08
July
2013

Common cold symptoms in children and babies

The common cold waits for no man, woman, child, or baby. Anyone can get the germs and bacteria that lead to a cold. However, the common cold can go away on its own, even with children. It may be unpleasant for a while, but a cold does not necessarily mean a doctor's visit. Check out the symptoms below to know what does and what does not constitute a doctor's visit for your child or baby. If you can recognize the symptoms quickly, you can help them fight the cold easier and quicker.
The common cold waits for no man, woman, child, or baby. Anyone can get the germs and bacteria that lead to a cold. However, the common cold can go away on its own, even with children. It may be unpleasant for a while, but a cold does not necessarily mean a doctor's visit. Check out the symptoms below to know what does and what does not constitute a doctor's visit for your child or baby. If you can recognize the symptoms quickly, you can help them fight the cold easier and quicker.
Common Cold Symptoms for Children
Symptoms for a common cold of course vary from child to child. Your child may sneeze a lot and have a runny nose, but be fine otherwise. Other symptoms include: fatigue, coughing, fever (not always), and sore throat. A cold also can affect childrens' sinuses and ears so they may say that they have a headache or that their ears hurt. They can also have diarrhea or vomiting. As the cold symptoms keep going, mucus will become thicker and darker, often turning a yellow or green color.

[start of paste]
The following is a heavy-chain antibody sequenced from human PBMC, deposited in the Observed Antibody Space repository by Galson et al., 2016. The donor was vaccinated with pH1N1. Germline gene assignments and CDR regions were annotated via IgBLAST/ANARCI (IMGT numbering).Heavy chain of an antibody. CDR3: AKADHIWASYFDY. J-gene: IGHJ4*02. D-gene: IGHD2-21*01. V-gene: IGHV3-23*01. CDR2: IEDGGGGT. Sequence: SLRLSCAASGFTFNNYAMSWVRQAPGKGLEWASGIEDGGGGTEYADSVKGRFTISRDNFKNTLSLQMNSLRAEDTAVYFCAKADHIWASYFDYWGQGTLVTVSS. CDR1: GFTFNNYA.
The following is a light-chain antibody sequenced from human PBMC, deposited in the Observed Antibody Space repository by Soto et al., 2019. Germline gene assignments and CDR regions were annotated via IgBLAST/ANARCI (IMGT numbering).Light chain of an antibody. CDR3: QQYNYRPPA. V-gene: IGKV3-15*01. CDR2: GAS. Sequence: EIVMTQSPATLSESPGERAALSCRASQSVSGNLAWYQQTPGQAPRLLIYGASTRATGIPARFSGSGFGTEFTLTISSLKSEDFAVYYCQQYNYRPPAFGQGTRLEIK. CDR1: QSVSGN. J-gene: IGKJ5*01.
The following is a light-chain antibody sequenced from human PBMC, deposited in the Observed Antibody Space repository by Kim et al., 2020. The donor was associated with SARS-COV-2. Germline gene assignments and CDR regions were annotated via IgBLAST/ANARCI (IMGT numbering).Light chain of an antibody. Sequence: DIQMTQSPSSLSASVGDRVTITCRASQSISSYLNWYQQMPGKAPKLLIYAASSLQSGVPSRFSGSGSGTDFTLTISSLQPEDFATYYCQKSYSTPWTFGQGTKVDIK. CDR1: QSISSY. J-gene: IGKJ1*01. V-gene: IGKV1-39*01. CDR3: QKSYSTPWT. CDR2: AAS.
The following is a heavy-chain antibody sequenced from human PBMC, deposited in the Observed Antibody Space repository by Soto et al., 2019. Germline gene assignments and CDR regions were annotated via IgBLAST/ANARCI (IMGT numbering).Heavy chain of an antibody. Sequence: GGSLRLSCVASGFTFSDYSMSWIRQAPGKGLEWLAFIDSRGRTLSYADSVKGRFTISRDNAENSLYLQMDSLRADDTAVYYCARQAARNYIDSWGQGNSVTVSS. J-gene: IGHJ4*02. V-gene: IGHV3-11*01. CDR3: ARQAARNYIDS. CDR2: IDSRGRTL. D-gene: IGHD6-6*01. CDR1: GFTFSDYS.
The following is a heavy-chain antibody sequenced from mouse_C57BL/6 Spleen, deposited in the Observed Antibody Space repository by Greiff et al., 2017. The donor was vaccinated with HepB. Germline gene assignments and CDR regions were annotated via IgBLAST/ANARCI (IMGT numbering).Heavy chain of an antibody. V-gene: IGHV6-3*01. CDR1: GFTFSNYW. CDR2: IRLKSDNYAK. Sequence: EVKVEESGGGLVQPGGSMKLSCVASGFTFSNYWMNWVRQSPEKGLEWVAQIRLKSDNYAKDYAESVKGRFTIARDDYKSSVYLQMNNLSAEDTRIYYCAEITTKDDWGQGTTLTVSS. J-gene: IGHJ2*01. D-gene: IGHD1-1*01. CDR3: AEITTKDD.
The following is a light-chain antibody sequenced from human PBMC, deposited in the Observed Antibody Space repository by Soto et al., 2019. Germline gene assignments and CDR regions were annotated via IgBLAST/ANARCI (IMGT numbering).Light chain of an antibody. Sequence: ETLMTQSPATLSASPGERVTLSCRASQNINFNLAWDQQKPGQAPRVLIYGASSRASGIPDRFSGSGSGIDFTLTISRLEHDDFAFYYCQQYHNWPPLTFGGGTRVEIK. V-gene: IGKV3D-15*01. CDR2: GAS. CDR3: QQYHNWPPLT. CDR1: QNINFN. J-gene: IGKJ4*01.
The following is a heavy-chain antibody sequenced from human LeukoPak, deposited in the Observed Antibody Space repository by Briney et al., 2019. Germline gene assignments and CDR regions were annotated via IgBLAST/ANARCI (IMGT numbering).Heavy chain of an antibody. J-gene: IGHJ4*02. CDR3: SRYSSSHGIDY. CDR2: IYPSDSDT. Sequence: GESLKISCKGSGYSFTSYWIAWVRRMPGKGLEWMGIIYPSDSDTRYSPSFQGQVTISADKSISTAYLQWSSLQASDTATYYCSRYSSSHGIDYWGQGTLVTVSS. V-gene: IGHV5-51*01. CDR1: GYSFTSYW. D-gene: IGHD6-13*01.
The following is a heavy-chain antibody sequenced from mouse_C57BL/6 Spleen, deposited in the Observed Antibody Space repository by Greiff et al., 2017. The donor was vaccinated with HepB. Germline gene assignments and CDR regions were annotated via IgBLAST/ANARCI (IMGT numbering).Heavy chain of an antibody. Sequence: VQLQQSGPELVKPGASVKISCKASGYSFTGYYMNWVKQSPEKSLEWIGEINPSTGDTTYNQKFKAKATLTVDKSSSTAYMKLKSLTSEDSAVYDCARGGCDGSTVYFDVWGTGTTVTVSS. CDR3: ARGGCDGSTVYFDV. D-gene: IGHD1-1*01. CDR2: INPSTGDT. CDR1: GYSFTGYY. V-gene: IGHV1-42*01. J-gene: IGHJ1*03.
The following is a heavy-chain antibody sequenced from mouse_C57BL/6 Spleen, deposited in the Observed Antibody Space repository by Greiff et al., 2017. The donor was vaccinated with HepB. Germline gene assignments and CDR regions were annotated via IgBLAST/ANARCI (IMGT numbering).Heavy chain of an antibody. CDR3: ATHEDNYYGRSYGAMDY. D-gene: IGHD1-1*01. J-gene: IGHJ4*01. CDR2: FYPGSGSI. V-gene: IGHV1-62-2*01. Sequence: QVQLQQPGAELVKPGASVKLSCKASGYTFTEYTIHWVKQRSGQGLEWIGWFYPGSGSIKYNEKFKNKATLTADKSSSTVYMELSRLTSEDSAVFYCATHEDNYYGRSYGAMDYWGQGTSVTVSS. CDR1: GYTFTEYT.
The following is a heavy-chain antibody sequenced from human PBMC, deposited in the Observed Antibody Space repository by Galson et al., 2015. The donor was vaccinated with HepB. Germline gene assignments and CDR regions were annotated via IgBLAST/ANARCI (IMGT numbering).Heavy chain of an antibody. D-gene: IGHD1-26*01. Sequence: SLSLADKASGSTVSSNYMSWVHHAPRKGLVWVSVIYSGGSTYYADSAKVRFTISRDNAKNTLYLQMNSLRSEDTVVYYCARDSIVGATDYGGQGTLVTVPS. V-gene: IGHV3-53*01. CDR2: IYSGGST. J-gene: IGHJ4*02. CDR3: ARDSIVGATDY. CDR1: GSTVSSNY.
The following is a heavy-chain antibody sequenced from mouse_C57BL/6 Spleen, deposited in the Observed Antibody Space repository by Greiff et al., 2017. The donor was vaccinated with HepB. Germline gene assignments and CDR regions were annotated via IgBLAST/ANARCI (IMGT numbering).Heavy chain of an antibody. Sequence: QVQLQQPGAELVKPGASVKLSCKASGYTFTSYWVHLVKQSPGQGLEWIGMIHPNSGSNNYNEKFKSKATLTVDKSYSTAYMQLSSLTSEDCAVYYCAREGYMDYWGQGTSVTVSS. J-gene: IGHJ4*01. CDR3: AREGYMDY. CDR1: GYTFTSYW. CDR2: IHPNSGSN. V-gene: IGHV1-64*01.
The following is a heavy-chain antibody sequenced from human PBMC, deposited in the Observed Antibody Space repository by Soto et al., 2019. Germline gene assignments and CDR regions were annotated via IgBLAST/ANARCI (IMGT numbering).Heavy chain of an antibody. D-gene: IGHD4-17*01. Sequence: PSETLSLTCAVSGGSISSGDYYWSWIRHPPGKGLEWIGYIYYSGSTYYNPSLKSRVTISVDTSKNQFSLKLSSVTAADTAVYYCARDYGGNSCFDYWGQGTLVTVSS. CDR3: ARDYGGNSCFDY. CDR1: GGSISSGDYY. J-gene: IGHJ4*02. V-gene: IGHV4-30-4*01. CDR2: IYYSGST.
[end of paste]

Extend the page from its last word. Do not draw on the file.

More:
It is common for children to develop other infections when they get the common cold. You may not need to take a child to your doctor for a common cold. However, you will want to take them to a doctor if they reach a fever of more than 104 degrees Fahrenheit or 40 degrees Celsius. If they are younger than two years old, the fever should not last more than 24 hours. If they are older than two, you should be concerned if the fever lasts more than three days.

If they do not drink enough liquids or do not pee as often, those could be signs of dehydration and should be taken seriously. Other symptoms to note are: stomach pain, vomiting, severe headaches, constant crying, ear pain, a cough that will not go away, a stiff neck, or unusual sleepiness.
Common Cold Symptoms for Babies
Cold symptoms for babies are a little different than for children. A common cold in newborns can be more serious and so you should consult with your doctor. With younger babies, a common cold can become something more serious quickly. However, even a stuffy nose can be a problem because it can be make it hard to nurse or take a bottle, which can cause dehydration. A baby older than three months might get past the cold without having to see a doctor.

The symptoms of a common cold in a baby are: a runny nose or congestion; yellow or green, thicker mucus; fever of about 100.4 degrees Fahrenheit or 38 degrees Celsius; difficulty sleeping; sneezing; coughing; irritability; and decreased appetite.

There are some more serious symptoms for older babies, too: not peeing as much as usual; reaching a temperature higher than 100.4 degrees Fahrenheit or 38 degrees Celsius; becoming unusually irritable; has eye discharge of a yellow or green color; or breathes with difficulty. The situation is much more serious if your baby rejects a bottle or fluids, coughs up blood in its phlegm, coughs enough to cause vomiting, or turns blue around the mouth. In these situations, you should call your doctor immediately. 

Keep these symptoms in mind during cold season and you will be able to spot the common cold as it comes up in your children and/or baby.
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Categories: Cold, Infant Health

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